The 1995 introductions of a new generation of video game systems, the Sega Saturn and Sony Playstation, both 32-bit systems, failed to provide the boost to NeoStar that the previous new waves of hardware had given to the company's predecessors. One key reason was competition. Previously, Babbage's and Software Etc. stores were two of the few places where the latest systems and games were available early on. By the mid-1990s, mass-market retailers such as Wal-Mart, Best Buy, Target, and Toys "R" Us, Inc. had stepped strongly into the market. As a result, sales began declining, and NeoStar managed to post only a minuscule profit of $120,000 for the fiscal year ending in January 1996 on sales of $513.5 million. In the first quarter of the following year, same-store sales fell 9 percent and the loss of $8.3 million was more than double that of the previous year. This prompted management and organizational changes. DeMatteo resigned and McCurry took on the additional post of president. NeoStar's three retail units (the third operating leased software departments within Barnes & Noble bookstores) were combined into one organization, and Alan C. Bush was brought onboard as its head. Bush was the former president of Tandy Corporation's Computer City division. Soon thereafter, in July 1996, Barnes & Noble took over management of the software departments at its stores.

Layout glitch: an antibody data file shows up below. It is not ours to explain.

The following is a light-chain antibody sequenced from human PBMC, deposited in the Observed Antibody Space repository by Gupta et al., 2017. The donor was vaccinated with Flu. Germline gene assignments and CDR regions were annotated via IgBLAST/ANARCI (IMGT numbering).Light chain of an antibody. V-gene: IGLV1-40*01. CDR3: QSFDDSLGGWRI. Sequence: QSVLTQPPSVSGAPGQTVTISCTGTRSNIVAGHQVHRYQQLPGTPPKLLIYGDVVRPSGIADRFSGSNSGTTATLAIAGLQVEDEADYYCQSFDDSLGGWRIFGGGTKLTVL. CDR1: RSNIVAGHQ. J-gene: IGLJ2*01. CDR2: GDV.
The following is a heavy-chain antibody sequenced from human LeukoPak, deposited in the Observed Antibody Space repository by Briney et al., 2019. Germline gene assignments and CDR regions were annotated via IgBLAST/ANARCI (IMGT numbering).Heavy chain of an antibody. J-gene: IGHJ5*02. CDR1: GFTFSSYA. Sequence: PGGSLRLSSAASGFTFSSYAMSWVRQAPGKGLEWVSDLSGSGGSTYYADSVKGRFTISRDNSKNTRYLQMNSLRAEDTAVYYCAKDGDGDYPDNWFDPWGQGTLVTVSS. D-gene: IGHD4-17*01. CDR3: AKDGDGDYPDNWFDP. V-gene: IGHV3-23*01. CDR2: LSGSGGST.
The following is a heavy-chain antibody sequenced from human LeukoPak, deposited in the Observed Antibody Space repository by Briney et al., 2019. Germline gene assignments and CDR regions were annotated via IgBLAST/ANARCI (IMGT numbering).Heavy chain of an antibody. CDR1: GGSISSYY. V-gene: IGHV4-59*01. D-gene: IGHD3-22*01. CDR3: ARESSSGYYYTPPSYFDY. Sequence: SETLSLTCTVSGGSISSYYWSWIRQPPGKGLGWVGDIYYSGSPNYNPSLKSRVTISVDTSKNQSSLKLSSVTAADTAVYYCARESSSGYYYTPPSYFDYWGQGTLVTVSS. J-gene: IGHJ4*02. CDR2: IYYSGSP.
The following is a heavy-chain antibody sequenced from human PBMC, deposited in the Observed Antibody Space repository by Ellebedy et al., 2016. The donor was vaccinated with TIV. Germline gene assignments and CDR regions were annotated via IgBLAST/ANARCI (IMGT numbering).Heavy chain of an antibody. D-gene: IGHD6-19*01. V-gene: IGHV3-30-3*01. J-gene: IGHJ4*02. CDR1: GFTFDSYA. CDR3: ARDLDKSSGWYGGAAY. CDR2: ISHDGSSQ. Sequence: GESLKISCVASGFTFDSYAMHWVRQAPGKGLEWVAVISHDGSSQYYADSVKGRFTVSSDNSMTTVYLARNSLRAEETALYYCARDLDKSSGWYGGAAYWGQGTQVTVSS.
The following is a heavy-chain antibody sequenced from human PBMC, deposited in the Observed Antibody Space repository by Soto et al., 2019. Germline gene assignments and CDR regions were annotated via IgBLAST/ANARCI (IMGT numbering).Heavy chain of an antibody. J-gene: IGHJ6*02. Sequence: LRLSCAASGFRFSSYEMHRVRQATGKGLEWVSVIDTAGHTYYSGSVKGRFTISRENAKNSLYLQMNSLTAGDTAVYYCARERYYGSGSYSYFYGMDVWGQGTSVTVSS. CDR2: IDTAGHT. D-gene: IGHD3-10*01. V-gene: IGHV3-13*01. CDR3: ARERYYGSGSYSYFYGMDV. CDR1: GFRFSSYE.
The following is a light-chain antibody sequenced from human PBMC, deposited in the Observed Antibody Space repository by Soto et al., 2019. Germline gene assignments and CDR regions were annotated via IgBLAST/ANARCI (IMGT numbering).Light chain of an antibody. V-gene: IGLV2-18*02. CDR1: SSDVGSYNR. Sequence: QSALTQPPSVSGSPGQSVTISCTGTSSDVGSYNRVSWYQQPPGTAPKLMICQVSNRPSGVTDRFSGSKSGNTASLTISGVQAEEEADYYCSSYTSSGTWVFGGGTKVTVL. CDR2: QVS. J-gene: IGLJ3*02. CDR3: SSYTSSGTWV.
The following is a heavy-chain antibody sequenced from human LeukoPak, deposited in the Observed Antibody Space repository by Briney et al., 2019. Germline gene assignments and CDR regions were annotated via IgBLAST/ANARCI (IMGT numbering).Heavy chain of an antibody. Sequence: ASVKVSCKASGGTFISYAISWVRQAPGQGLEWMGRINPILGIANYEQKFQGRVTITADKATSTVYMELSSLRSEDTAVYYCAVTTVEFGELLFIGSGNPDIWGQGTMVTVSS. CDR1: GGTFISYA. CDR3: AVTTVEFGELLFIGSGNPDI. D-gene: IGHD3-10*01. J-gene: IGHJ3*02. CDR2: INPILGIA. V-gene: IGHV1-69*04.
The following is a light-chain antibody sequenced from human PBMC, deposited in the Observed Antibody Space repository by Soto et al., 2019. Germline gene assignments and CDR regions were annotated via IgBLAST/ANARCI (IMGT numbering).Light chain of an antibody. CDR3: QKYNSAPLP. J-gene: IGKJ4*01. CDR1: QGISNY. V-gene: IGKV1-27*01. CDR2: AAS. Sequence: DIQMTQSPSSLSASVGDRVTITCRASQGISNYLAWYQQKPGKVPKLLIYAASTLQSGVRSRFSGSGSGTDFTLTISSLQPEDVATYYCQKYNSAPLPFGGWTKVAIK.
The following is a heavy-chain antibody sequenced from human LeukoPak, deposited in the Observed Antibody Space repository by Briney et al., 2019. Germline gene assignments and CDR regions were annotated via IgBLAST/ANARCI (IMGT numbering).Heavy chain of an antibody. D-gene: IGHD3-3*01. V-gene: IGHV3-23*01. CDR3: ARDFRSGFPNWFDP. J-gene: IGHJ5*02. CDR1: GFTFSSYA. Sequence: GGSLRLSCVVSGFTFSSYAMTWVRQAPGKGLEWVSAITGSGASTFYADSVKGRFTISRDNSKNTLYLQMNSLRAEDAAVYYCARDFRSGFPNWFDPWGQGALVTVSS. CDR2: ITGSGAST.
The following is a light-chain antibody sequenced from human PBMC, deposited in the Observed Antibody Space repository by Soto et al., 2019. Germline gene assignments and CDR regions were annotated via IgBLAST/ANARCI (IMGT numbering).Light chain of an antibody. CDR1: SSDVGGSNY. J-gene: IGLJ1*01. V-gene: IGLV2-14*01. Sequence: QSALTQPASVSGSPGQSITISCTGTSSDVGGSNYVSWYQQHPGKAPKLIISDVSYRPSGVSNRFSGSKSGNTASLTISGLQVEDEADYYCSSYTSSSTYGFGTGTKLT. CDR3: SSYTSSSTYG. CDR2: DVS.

1996-2002: The Riggio/B&N Era Involving Babbage's Etc., Funco, and GameStop
Not able to stem the decline in sales nor to secure enough financing to stock its shelves for the coming holiday season, NeoStar filed for Chapter 11 bankruptcy protection in September 1996. Board member Thomas G. Plaskett was named chairman and charged with leading the reorganization, while McCurry continued to handle day-to-day operations as CEO and president. Plaskett had gained a reputation as a turnaround expert from his failed but valiant attempt to rescue Pan Am Corp. in the late 1980s and early 1990s and from his success at saving Greyhound Lines, Inc. in the mid-1990s. In October 1996 NeoStar announced it would close 42 of its stores, all of which were located near other company stores. When the company could not secure the additional financing it needed in order to reorganize, the stores were placed up for sale. Finally, in November, a group of investors led by Riggio bought the chains for $58.5 million, beating out a rival bid from Electronics Boutique Holdings Corp., Babbage's and Software Etc.'s biggest competitor.